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Left: A Merlot grapevine shows redleaf symptoms on mature leaves in the lower portions of the canopy. Symptoms are easily confused with grapevine leafroll disease. Right: Cabernet Franc clusters from a single vine show infection on the left, nonsymptomatic cluster on the right.

Left: A Merlot grapevine shows redleaf symptoms on mature leaves in the lower portions of the canopy. Symptoms are easily confused with grapevine leafroll disease. Right: Cabernet Franc clusters from a single vine show infection on the left, nonsymptomatic cluster on the right.

A new disease that threatens the health of grapevines nationwide highlights the need for stronger clean plant campaigns. The disease, first reported in a Napa Valley vineyard in 2008, has been identified in infected vines in the top three U.S. grape growing regions of California, Washington, and New York, as well as a few other East Coast and southern states, and Canada.

Misidentified in vineyards?

The symptoms of redleaf disease in red-fruited cultivars may look similar to those produced by grapevine leafroll disease, but the new disease is distinct in several respects. Like leafroll, redleaf symptoms show up just after veraison and look very similar to leafroll, which could be why growers and university researchers never paid much attention to it in the vineyard. Many just thought it was leafroll virus. But the epidemiological aspects are quite distinct.

It’s like a person having the flu or West Nile virus. Symptoms can be similar, but the nature of the virus and mode of its spread are very different, and the same treatment doesn’t work for both. With leafroll disease, growers have focused on controlling grape mealybug and scale infestations to slow the spread of the disease. But with redleaf, a new vector is suspected, and a different set of management tactics is required.

How does it spread?

WSU bench graft tests showed that redleaf disease is graft-transmissible. Symptoms on the scion (virus-free Cabernet Franc) were similar to those observed in the source vines used as the rootstock. Based on the wide host and geographic distribution, and the fact that it is transmitted through grafting, the disease is thought to spread through propagative material. Redleaf disease has been detected in young and old vineyards.

Research conducted at WSU has implicated the Virginia creeper leafhopper (Erythroneura ziczac Walsh) as a carrier or possible vector based on tests under greenhouse conditions. Both nymphal and adult leafhoppers have piercing and sap sucking mouth parts.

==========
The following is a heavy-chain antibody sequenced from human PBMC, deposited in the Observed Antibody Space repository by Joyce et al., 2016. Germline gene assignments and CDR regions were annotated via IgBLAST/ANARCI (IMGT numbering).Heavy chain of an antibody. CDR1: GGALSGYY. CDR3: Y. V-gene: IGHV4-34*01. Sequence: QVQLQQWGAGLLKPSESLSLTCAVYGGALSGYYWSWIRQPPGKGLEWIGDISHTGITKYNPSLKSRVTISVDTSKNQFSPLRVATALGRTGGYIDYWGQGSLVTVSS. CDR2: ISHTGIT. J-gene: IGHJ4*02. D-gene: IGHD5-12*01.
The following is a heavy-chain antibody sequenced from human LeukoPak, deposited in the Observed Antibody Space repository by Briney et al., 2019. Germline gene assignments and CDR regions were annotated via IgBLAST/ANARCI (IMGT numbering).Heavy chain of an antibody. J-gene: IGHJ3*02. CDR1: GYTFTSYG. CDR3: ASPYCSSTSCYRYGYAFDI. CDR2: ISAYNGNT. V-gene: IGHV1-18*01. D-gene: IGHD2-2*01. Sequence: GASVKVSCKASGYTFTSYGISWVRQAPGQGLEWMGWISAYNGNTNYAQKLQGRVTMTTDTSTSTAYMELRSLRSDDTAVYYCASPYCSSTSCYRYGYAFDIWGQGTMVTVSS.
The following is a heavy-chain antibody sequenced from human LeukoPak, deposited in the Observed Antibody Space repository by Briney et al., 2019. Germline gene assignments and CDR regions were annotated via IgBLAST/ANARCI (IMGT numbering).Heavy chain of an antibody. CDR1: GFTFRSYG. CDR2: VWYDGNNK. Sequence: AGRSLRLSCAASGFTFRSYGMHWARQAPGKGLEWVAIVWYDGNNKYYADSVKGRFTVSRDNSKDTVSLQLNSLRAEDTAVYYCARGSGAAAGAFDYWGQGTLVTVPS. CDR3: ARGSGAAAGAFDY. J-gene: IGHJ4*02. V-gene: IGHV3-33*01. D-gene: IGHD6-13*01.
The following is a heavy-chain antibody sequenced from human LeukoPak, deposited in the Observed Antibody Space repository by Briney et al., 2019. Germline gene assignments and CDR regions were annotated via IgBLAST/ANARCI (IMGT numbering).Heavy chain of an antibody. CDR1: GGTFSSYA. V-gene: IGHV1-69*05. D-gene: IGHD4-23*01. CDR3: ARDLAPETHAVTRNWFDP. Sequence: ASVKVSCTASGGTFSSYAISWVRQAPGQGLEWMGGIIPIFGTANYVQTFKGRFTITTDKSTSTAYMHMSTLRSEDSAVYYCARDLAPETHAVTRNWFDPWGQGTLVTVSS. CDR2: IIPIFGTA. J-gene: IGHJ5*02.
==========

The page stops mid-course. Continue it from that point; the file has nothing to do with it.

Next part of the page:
Economic impact

The economic prosperity of Washington’s wine industry is at risk of irreparable damage due to the new disease and its negative impact on fruit and wine quality. Initial reports from University of California and USDA scientists at Davis have found the new disease can result in significant reduction of sugar accumulation in fruit—up to 5° Brix.

Dr. Naidu Rayapati’s research team, among the first to conduct extensive yield and fruit quality evaluations of diseased vines, found reduced yields of 22 percent and 37 percent in own-rooted Merlot and Cabernet Franc, respectively, when compared to nonsymptomatic vines. Pruning weights and shoot lengths of infected vines of Merlot and Cab Franc were also reduced—pruning weights by 25 percent and shoot lengths by up to 20 ­percent.

An analysis of fruit quality attributes showed that berries from redleaf disease-affected grapevines of both cultivars had significantly lower soluble solids (12 percent in Merlot, 14 percent in Cab Franc), higher titratable acidity (9 percent in Merlot, 16 percent in Cab Franc), and lower extractable anthocyanins (Merlot 4 percent, Cab Franc 9 percent) when compared to berries from ­nonsymptomatic vines.

In contrast, there was no difference in the pH of juice extracted from berries of ­symptomatic and nonsymptomatic grapevines of both cultivars.

Taken together, these results clearly showed significant negative impacts of grapevine redleaf disease on vine vigor, fruit yield, and berry quality attributes in own-rooted wine grape cultivars of Merlot and Cabernet Franc, under commercial growing conditions.

Preliminary surveys conducted last year by Rayapati’s team indicated the new disease is prevalent in other red-berried varieties, in addition to Merlot and Cab Franc. It’s unknown if the disease causes symptoms in white grape varieties.

Additionally, WSU does not know if the new disease was originally introduced into Washington State through cuttings imported from outside sources.

In California, the disease has been observed primarily in vineyards planted with red varieties, with some detected in Chardonnay, according to the U.S. Department of Agriculture and University of California, Davis. Red varieties infected, thus far, include Cabernet Franc, Cabernet Sauvignon, Merlot, Malbec, Mourvèdre, Petite Sirah, Petit Verdot, Pinot Noir, and Zinfandel.